eBay Inc. v. Digital Point Solutions, Inc. et al

Filing 48

MOTION to Dismiss for failure to state a claim filed by Digital Point Solutions, Inc., Shawn Hogan. Motion Hearing set for 12/12/2008 09:00 AM in Courtroom 3, 5th Floor, San Jose. (Attachments: # 1 certificate of service)(Kouretchian, Seyamack) (Filed on 11/26/2008)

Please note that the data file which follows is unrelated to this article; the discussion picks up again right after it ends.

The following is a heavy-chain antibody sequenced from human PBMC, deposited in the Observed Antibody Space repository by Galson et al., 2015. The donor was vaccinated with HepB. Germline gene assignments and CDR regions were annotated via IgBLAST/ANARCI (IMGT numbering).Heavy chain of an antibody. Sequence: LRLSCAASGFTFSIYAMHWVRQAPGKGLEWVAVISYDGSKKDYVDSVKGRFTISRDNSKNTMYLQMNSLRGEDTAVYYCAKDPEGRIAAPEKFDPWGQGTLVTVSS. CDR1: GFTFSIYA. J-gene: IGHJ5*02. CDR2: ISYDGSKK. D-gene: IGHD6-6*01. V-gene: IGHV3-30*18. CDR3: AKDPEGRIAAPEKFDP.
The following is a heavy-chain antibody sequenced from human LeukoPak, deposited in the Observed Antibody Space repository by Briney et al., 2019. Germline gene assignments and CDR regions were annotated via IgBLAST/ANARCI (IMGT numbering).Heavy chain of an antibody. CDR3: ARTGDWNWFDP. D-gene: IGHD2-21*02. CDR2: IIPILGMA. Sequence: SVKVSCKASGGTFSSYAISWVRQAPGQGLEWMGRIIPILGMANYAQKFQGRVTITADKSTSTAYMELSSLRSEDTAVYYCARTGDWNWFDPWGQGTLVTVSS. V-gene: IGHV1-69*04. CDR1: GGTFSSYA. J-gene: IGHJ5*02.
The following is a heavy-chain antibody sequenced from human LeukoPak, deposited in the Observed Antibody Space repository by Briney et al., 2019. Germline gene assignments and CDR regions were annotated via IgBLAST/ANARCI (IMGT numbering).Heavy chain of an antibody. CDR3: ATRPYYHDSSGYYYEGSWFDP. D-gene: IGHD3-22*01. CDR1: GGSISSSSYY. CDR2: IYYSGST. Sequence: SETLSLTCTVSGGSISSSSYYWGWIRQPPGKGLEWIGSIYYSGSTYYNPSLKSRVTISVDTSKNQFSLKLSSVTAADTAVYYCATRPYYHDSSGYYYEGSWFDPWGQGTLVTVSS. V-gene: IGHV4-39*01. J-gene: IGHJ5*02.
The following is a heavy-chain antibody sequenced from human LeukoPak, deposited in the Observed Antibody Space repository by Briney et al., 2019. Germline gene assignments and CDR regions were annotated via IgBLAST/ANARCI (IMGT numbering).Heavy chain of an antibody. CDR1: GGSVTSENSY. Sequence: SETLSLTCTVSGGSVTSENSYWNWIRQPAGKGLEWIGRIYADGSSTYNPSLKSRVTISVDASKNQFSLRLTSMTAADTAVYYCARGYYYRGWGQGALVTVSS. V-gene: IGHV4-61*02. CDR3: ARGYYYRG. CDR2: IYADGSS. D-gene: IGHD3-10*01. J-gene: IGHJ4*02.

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eBay Inc. v. Digital Point Solutions, Inc. et al Doc. 48 1 2 3 4 5 6 7 8 9 10 11 12 13 14 15 16 17 18 19 20 21 22 23 24 25 26 27 28 Seyamack Kouretchian (State Bar No. 171741) Seyamack@CoastLawGroup.com Ross M. Campbell (State Bar No. 234827) Rcampbell@Coast LawGroup.comOctober 27, 2008 COAST LAW GROUP, LLP 169 Saxony Road, Suite 204 Encinitas, California 92024 Tel: (760) 942-8505 Fax: (760) 942-8515 Attorneys for Defendants, SHAWN HOGAN and DIGITAL POINT SOLUTIONS, INC. UNITED STATES DISTRICT COURT FOR THE NORTHERN DISTRICT OF CALIFORNIA SAN JOSE DIVISION EBAY, INC., ) ) Plaintiff, ) ) v. ) DIGITAL POINT SOLUTIONS, INC., SHAWN ) ) HOGAN, KESSLER'S FLYING CIRCUS, THUNDERWOOD HOLDINGS, INC., TODD ) ) DUNNING, DUNNING ENTERPRISE, INC., BRIAN DUNNING, BRIANDUNNING.COM, ) ) and Does 1-20, ) ) Defendants. ) ) Case No. CV 08-04052 JF PVT DEFENDANTS DIGITAL POINT SOLUTIONS, INC. AND SHAWN HOGAN'S REPLY BRIEF IN SUPPORT OF PARTIAL MOTION TO DISMISS FOR FAILURE TO STATE A CLAIM [FRCP RULE 12(b)(6)] Date: December 12, 2008 Time: 9:00 a.m. Dept.: Courtroom 3 D e f e n d a n t s Hogan and Digital Point Solutions, Inc.'s Reply in Support of Motion to Dismiss Case No. CV 08-04052 JF PVT Dockets.Justia.com 1 2 3 4 5 6 7 8 9 10 11 12 13 14 15 16 17 18 19 20 21 22 23 24 25 26 27 28 Defendants Digital Point Solutions, Inc. and Shawn Hogan ("Defendants") respectfully submit the following Reply Brief in support of their Motion to Dismiss: I. SUMMARY OF REPLY As detailed in Defendants' moving papers, the First Amended Complaint (FAC) is legally deficient as to Digital Point Solutions, Inc. because it fails to set forth any factual basis explaining how the corporation became involved in the alleged scheme after it was incorporated in May of 2007. The FAC is further deficient because Plaintiff seeks to impose fraud liability against the corporation based on conduct that allegedly occurred over a 3.5-year period before the entity was incorporated. Plaintiff takes this remarkable position even though the FAC is devoid of any factual basis or theory for establishing pre-incorporation liability. Based on the above, the FAC is subject to partial dismissal because it fails to state a claim under the CFAA. The same applies with respect to Plaintiff's common law fraud and Penal Code section 502 claims. In addition, the FAC fails to state a RICO claim as to either defendant because the enterprise and nexus elements are legally deficient. In its opposition brief, Plaintiff argues the FAC appropriately alleges that Digital Point Solutions, Inc. existed throughout the alleged time frame, irrespective of the date the entity was incorporated. This misses the point, as it is the act of incorporating that confers the benefits and protections of the corporate status and establishes a sufficiently distinct entity for purposes of establishing RICO liability. Likewise, Plaintiff cannot establish an association-in-fact by simply grouping Mr. Hogan with ten Doe defendants and calling them the "Hogan Group." For good reason, the courts have ruled that plaintiffs may not fabricate the RICO enterprise by "tacking on" fictitious defendants in this manner. As detailed below, Plaintiff's RICO claims must be dismissed as to both Defendants. II. ARGUMENT A. Plaintiff's CFAA and State Law Fraud Claims are Legally Deficient as to Digital Point Solutions, Inc. 1. The FAC has Not Alleged any Facts Supporting Pre-Incorporation Liability. Under California law, "[t]he corporate existence begins upon the filing of the articles [with the Secretary of State]." Cal. Corps. Code 200. And it is well established that for wrongs "committed D e f e n d a n t s Hogan and Digital Point Solutions, Inc.'s Reply in Support of Motion to Dismiss Case No. CV 08-04052 JF PVT 1 1 2 3 4 5 6 7 8 9 10 11 12 13 14 15 16 17 18 19 20 21 22 23 24 25 26 27 28 prior to the incorporation of the defendant, the individuals committing or directing such trespass would be responsible in damages, but [the corporate] defendant cannot be made to respond for an injury done before it had an existence." Berry v. San Francisco & N. P. R. Co. (1875) 50 Cal. 435, 438. Relevant here, "a copy of the articles of a corporation duly certified by the Secretary of State is conclusive evidence of the formation of the corporation." Cal. Corps. Code 209. As reflected in Defendants' moving papers and per their request for judicial notice, Digital Point Solutions, Inc. was not incorporated until May 14, 2007, and therefore did not receive any of the benefits or protections of the corporate status until that date. Notwithstanding the above, Plaintiff seeks to impose liability against Digital Point Solutions, Inc. for fraud - including treble damages under RICO - based on conduct that allegedly occurred over a 3.5year period before the entity was incorporated. In defense of its attempts to do so, Plaintiff contends the request for judicial notice of the fact that the articles were filed in May of 2007 "does not contradict eBay's well pleaded allegations concerning DPS's existence and cannot serve as the basis for the wholesale dismissal of claims against it and Hogan." (Opp. 2:15-18; emphasis added). This contention is disingenuous at best, as Plaintiff has not pled any facts explaining how the corporation came into existence prior to May of 2007. Nor does the FAC set forth any factual basis for holding the corporation liable for conduct that occurred prior to that date. Rather, as noted in Defendants' moving papers, the FAC simply alleges on information and belief "that at all times relevant herein Defendant Digital Point Solutions, Inc. was a California corporation doing business in the State of California." (FAC 2; emphasis added). However, the FAC fails to identify the information upon which the belief is based, and Plaintiff's conclusory allegations are insufficient to establish liability against Digital Point Solutions, Inc. prior to May of 2007. See Sprewell v. Golden State Warriors (9th Cir. 2001) 266 F.3d 979, 988 (conclusory allegations not entitled to judicial deference). In its opposition brief, Plaintiff contends that it satisfied its pleading obligations by alleging that "DPS" engaged in the fraudulent scheme alleged throughout the FAC, DPS constitutes a RICO enterprise, and DPS functioned as a continuing unit in operating the scheme from December 2003 through June 2007. (Opp. 2:21-3:3). This contention is without merit, as none of these allegations are sufficient to establish facts supporting pre-incorporation liability and Plaintiff cites no case law or legal D e f e n d a n t s Hogan and Digital Point Solutions, Inc.'s Reply in Support of Motion to Dismiss Case No. CV 08-04052 JF PVT 2 1 2 3 4 5 6 7 8 9 10 11 12 13 14 15 16 17 18 19 20 21 22 23 24 25 26 27 28 theory suggesting that they do. In that regard, Plaintiff cannot state a claim for fraud by ignoring defendant's date of incorporation and simply pretending that it existed during the time frame most convenient to Plaintiff. Perhaps recognizing these deficiencies, Plaintiff contends for the first time in its opposition brief that "[Digital Point Solutions, Inc.] held itself out to eBay as a business entity independent from Shawn Hogan throughout the period in question." (Opp. 8:3-4). However, the FAC is devoid of any such facts and, as Plaintiff is aware, it is entirely improper to raise them for the first time in an opposition to a motion to dismiss.1 See Broam v. Bogan (9th Cir. 2003) 320 F.3d 1023, 1026, fn. 2 (in adjudicating a Rule 12(b)(6) dismissal, "a court may not look beyond the complaint" to facts argued in plaintiff's briefs, "such as a memorandum in opposition to a defendant's motion to dismiss.") (Italics in original).2 Moreover, the foregoing only further establishes Defendants' point: Plaintiff must allege the factual basis for its contention that Digital Point Solutions, Inc. "held itself out" as an independent entity prior to May of 2007. For instance, Plaintiff has not alleged (either in the original complaint or the FAC) that the corporation was a party to any user agreements, that it was the signatory on any affiliaterelated documents, that any corporate letterhead was used, or that funds were deposited in any corporate bank accounts prior to the date of incorporation (or at any other time). Notably, the FAC does expressly reference "User Agreements entered into by Defendants Shawn Hogan" and the Dunning Defendants. (FAC 16; emphasis added). It alleges that Shawn Hogan was "a registered eBay user." (FAC 35). However, no such allegations are made with respect to Digital Point Solutions, Inc. Because the circumstances under which a corporation may be held liable for pre-incorporation acts are inherently limited, Defendants must be given a reasonable opportunity to defend against any such allegations at the pleading stage. See Semegen v. Weidner (9th Cir. 1985) 780 F.2d 727, 731 (plaintiff must provide "notice of the particular misconduct which is alleged to constitute the fraud 1 Plaintiff has taken a number of factual liberties in its opposition brief, including multiple references to an FBI raid t h a t is nowhere alleged in the FAC. (Opp. 1:6-8; 2:7-10). The same applies to numerous references to Mr. Hogan as the sole o w n e r of Digital Point Solutions, Inc. (Opp. 2:22, 6:4-17). Notably, "[f]acts raised for the first time in plaintiff's opposition papers should be considered by the court in d e t e r m i n in g whether to grant leave to amend or to dismiss the complaint with or without prejudice." Id.; quoting Orion Tire C o r p . v. Goodyear Tire & Rubber Co. (9th Cir. 2001). 268 F.3d 1133, 1137-38. As noted below, Defendants do not dispute t h a t Plaintiff should be afforded an opportunity to amend. Defendants Hogan and Digital Point Solutions, Inc.'s Reply in Support of Motion to Dismiss Case No. CV 08-04052 JF PVT 2 3 1 2 3 4 5 6 7 8 9 10 11 12 13 14 15 16 17 18 19 20 21 22 23 24 25 26 27 28 charged so that they can defend against the charge and not just deny that they have done anything wrong."). Here, the FAC is deficient even under Rule 8's liberal pleading standards because these critical allegations have been omitted. Under Rule 8, "every complaint must, at a minimum, give fair notice and state the elements of each claim against each defendant plainly and succinctly." Rasidescu v. Midland Credit Mgmt., Inc. (S.D. Cal. 2006) 435 F. Supp. 2d 1090, 1098-1099 (emphasis added), citing Jones v. Community Redevelopment Agency (9th Cir. 1984) 733 F.2d 646, 649. In this case, Plaintiff has not pled the elements of any theory that would allow it to recover for the 3.5-year period of alleged wrongdoing that occurred before Digital Point Solutions, Inc. was incorporated. Because the FAC is therefore legally defective, Defendants' motion should be granted with leave to amend. In that regard, the fact that the articles were filed in May of 2007 will only serve as a basis for "the wholesale dismissal" of Plaintiff's claims to the extent Plaintiff is unable to adequately plead the requisite pre-incorporation facts or explain how the corporation became involved in the alleged scheme as of that date. (See Opp. 2:18). 2. The Request for Judicial Notice is Proper, and Plaintiff's Remaining Contentions Lack Merit. In its opposition, Plaintiff contends the request for judicial notice is improper because the extent to which Digital Point Solutions, Inc. existed prior to May 2007 is a disputed fact. (Opp. 3:7-4:8). In doing so, Plaintiff concedes (as it must) that judicial notice is proper as to the fact that the articles were filed with the Secretary of State on the date stated therein. (Opp. 3:19-21). This is a critical point, as the date of filing establishes that the entity was legally incorporated on May 14, 2007. Cal. Corps. Code 209. Given that fact, Plaintiff is obligated allege a viable basis for pre-incorporation liability to the extent it seeks to recover for any alleged wrongdoing that occurred prior to that date. The FAC is deficient because it fails to do so. Next, Plaintiff contends that the date Digital Point Solutions, Inc. was incorporated is irrelevant because Plaintiff's allegations must be taken as true and construed in the light most favorable to Plaintiff. (Opp. 3:3-6). While this is true as a general principle, as noted above, the rule does not apply to conclusory allegations or contentions that are inconsistent with facts subject to judicial notice. See Sprewell v. Golden State Warriors (9th Cir. 2001) 266 F.3d 979, 988; William W. Schwarzer, et. al., D e f e n d a n t s Hogan and Digital Point Solutions, Inc.'s Reply in Support of Motion to Dismiss Case No. CV 08-04052 JF PVT 4 1 2 3 4 5 6 7 8 9 10 11 12 13 14 15 16 17 18 19 20 21 22 23 24 25 26 27 28 Federal Civil Procedure Before Trial, 9:219-9:221, p. 9-68, 9-69 (The Rutter Group 2008). Further, if a plaintiff could properly ignore the entity's date of incorporation at the pleading stage, corporate defendants would be forced to spend considerable time and resources litigating the matter through summary judgment. Such a result would be fundamentally inequitable in cases such as this where the wrongful conduct is said to have occurred years before entity's incorporation date. Plaintiff also argues that it has adequately stated its CFAA and related fraud claims because the specifics of the fraud are matters exclusively within defendants' control. (Opp. 6:7-17).3 In support of this contention, Plaintiff argues that group pleading is appropriate because specific facts relating to the fraud "are peculiarly - and often exclusively - within the control of the corporate insiders . . ." (See Opp. 6:10-13; ). However, Plaintiff has conceded in its opposition papers that "[Digital Point Solutions, Inc.] held itself out to eBay as a business entity independent from Shawn Hogan throughout the period in question." Thus, Plaintiff should have no problem explaining the corporation's involvement in the affiliate program and the manner in which it transacted business with Plaintiff. Next, averting specifically to the CFAA claim, Plaintiff contends the allegations are not subject to Rule 9(b)'s heightened pleading requirements because the term "defraud" only means "wrongdoing." (Opp. 5:17-26). As a preliminary matter, Plaintiff has not cited any appellate authority in support of the foregoing. And as detailed in Defendants' moving papers, the Ninth Circuit has expressly held that claims predicated on a "unified course of fraudulent conduct" must be pled with particularity. Vess v. Ciba-Geigy Corp. USA (9th Cir. 2003) 317 F.3d 1097, 1103-1104. Further, even where fraud does not "lie at the core of the action," the plaintiff must satisfy Rule 9(b) as to the individual elements that do sound in fraud. Id. at 1104. This not only comports with the text of the Rule 9(b), "it also comports with the rule's purpose of protecting a defendant from reputational harm [and loss of goodwill]." Id. These underlying policy considerations apply with equal force to Plaintiff's CFAA, which is clearly predicated on the substantive fraud provision set forth in Section 1030(a)(4). Moreover, even if Rule 9(b) does not apply, the FAC remains defective because it does not 3 This argument is premised on Mr. Hogan being the sole owner of Digital Point Solutions, Inc. Because no such a lle g a tio n s are made in the FAC, the argument must be disregarded. See See Barker v. Default Resolution Network (N.D. C a l. 2008) 2008 U.S. Dist. LEXIS 65897, at 9 ("In their oppositions to the motions to dismiss, Plaintiffs include additional a l le g a t io n s of an attorney fee-splitting conspiracy. However, any arguments based on these allegations necessarily fail."). D e f e n d a n t s Hogan and Digital Point Solutions, Inc.'s Reply in Support of Motion to Dismiss Case No. CV 08-04052 JF PVT 5 1 2 3 4 5 6 7 8 9 10 11 12 13 14 15 16 17 18 19 20 21 22 23 24 25 26 27 28 satisfy Rule 8's minimum pleading requirements. As detailed above, Plaintiff has not alleged any facts supporting pre-incorporation liability. Nor has Plaintiff alleged any factual basis explaining how the corporation may have become involved in the alleged scheme in May or June of 2007.4 B. The FAC fails to Allege a RICO Claim as to either Defendant because it has Not Established the Enterprise and Nexus Elements. 1. The FAC Fails to Adequately Allege a Distinct Legal Entity. RICO "was passed to eradicate the infiltration of legitimate business by organized crime." Alexander v. United States (1993) 509 U.S. 544, 561. As such, the courts have been particularly concerned with those situations where the RICO defendant uses a legitimate corporation as a "vehicle" to effectuate the wrongful RICO pattern. See Cedric Kushner Promotions, Ltd. v. King (2001) 533 U.S. 158, 164-165. In that regard, the RICO defendant and the corporate enterprise are said to be sufficiently distinct because "incorporation's basic purpose is to create a distinct legal entity, with legal rights, obligations, powers, and privileges different from those of the natural individuals who created it." Id. (Emphasis added). Based on the above, Digital Point Solutions, Inc. cannot serve as the RICO enterprise prior to May 14, 2007, because it had not yet been incorporated, did not confer any of the corporate benefits or protections until that date, and therefore could not constitute a distinct legal entity sufficient to establish RICO liability as to Mr. Hogan. Despite the clear rationale for RICO's distinctness principles, Plaintiff takes the attenuated position that Digital Point Solutions, Inc. can still serve as the RICO enterprise for the 3.5-year period prior to the date of incorporation. In support of this position, Plaintiff repeats the FAC's allegation that "Defendant Shawn Hogan and DOES 1-10 (the `Hogan Group') engaged in activities through the company Digital Point Solutions, Inc. which constitutes an enterprise under RICO." (Opp. 7:15-18; emphasis in original). While the courts have held that RICO should be liberally construed, the statute simply does not support Plaintiff's argument. As a fall back position, Plaintiff contends that it has adequately alleged a RICO claim for the six week period between mid-May and June of 2007. This contention is equally without merit. As As such, the conclusory allegation that "DPS" caused the requisite amount of harm under the CFAA is insufficient to establish liability. (FAC 38). D e f e n d a n t s Hogan and Digital Point Solutions, Inc.'s Reply in Support of Motion to Dismiss Case No. CV 08-04052 JF PVT 4 6 1 2 3 4 5 6 7 8 9 10 11 12 13 14 15 16 17 18 19 20 21 22 23 24 25 26 27 28 discussed at length in Defendants' moving papers, the FAC provides no factual basis for establishing a nexus between the corporate enterprise and any predicate acts alleged to have occurred during the final six-week period. See Barker v. Default Resolution Network (N.D. Cal. 2008) 2008 U.S. Dist. LEXIS 65897, at 7, 9-10 (nexus requirement is an essential element that must be pled with particularity in amending complaint); see also Farlow v. Peat, Marwick, Mitchell & Co. (10th Cir. 1992) 956 F.2d 982, 989 (given threat of treble damages and potential injury to reputation, Rule 9(b) is particularly applicable to RICO claims). Contrary to Plaintiff's claims, the FAC does not set forth a RICO claim as to the six week period from mid-May to June of 2007. 2. The FAC Fails to Adequately Allege an Association-in-Fact Enterprise. Finally, Plaintiff argues that "[r]egardless of whether DPS constituted a `legal entity,' eBay has also plead a RICO claim by alleging that DPS constituted an `association-in-fact.'" (Opp. 9:7-8). This argument is predicated on the notion that Mr. Hogan and Does 1 through 10 (artfully labeled the "Hogan Group") comprise the requisite association-in-fact. Plaintiff relies on Gillespie v. Civiletti (9th Cir. 1980) 629 F.2d 637, and Does 1-60 v. Republic Health Corp. (D.Nev. 1987) 669 F.Supp. 1511, to support its use of Doe defendants in this manner.5 However, both Gillespie and Republic Health Corp. are readily distinguishable. For instance, in Gillespie, the plaintiff did not allege a RICO claim and the Doe defendants consisted of identifiable individuals whose names were unknown to the plaintiff (such as prison guards alleged to have participated in the plaintiff's ill treatment). Gillespie, supra, 629 F.2d at p. 639. Similarly, in Republic Health Corp., the alleged enterprise consisted of "19 Raleigh Hills hospitals" used by the defendants in committing the predicate acts. In other words, the Doe defendants in those cases were premised on existing persons rather than outright fabrications. In this case, on the other hand, the FAC merely sets forth boilerplate Doe allegations without reference to any identifiable persons. For instance, Plaintiff alleges, "eBay is ignorant of the true names and capacities of defendants sued herein as Does 1 through 20, inclusive, and therefore sues said defendants by such fictitious names . . . eBay is informed and believes and, on that basis, alleges that 5 Notably, the Gillespie court opened the discussion by indicating that the use of Doe defendants is a disfavored p r a c t i c e . Gillespie, supra, 629 F.2d at pp. 642. Defendants Hogan and Digital Point Solutions, Inc.'s Reply in Support of Motion to Dismiss Case No. CV 08-04052 JF PVT 7 1 2 3 4 5 6 7 8 9 10 11 12 13 14 15 16 17 18 19 20 21 22 23 24 25 26 27 28 each of the fictitiously named defendants is responsible in some manner to pay the obligations herein . . ." (FAC 12).6 More importantly, Plaintiff has made no attempt to address the straightforward principle that a defendant may not circumvent RICO's distinctness requirements "by simply tacking on entities to the enterprise which do not in fact operate as a `continuing unit' or share a `common purpose.'" City of New York v. Smokes- Spirits.com, Inc. (2nd Cir. 2008) 541 F.3d 425, 2008 U.S. App. LEXIS 18930, at 49-50 (rule intended to "weed out claims dressed up as RICO violations but which are not in fact."). Again, it is well established that "in an action under section 1962(c) the `person' must be a separate and distinct entity from the `enterprise.'" Schreiber Distributing v. Serv-Well Furniture Co. (9th Cir.1986) 806 F.2d 1393, 1396. To allow Plaintiff to establish an association-in-fact based solely on Mr. Hogan and fabricated Doe defendants would completely undermine these rules. Because the "Hogan Group" does not constitute a RICO enterprise, the FAC fails to state a claim as to Mr. Hogan. Finally, the RICO claim must also be dismissed as to Digital Point Solutions, Inc. because the entity cannot serve as both the enterprise and the RICO defendant. Plaintiff does not contend otherwise in its opposition brief. III. CONCLUSION For the foregoing reasons, Defendants respectfully request that the Motion to Dismiss be granted. DATED: November 26, 2008 s/Seyamack Kouretchian COAST LAW GROUP, LLP 169 Saxony Road, Suite 204 Encinitas, CA 92024 Telephone: (760) 942-8505 FAX: (760) 942-8515 E-mail: Seyamack@coastlawgroup.com Attorney for Defendants, Shawn Hogan and Digital Point Solutions, Inc. Plaintiff's generic allegations make no effort whatsoever to delineate the factual difference between Does 1 through 1 0 (the alleged Hogan Group) and Does 10 through 20 (the alleged Dunning Group). See Currier v. Whim Co. (N.D. Cal. 2 0 0 4 ) 2004 U.S. Dist. LEXIS 9943, 11 ("In order to avoid dismissal for failure to state a claim, a plaintiff must plead specific f a c t s , not mere conclusory allegations, which establish the existence of an enterprise."). Defendants Hogan and Digital Point Solutions, Inc.'s Reply in Support of Motion to Dismiss Case No. CV 08-04052 JF PVT 6 8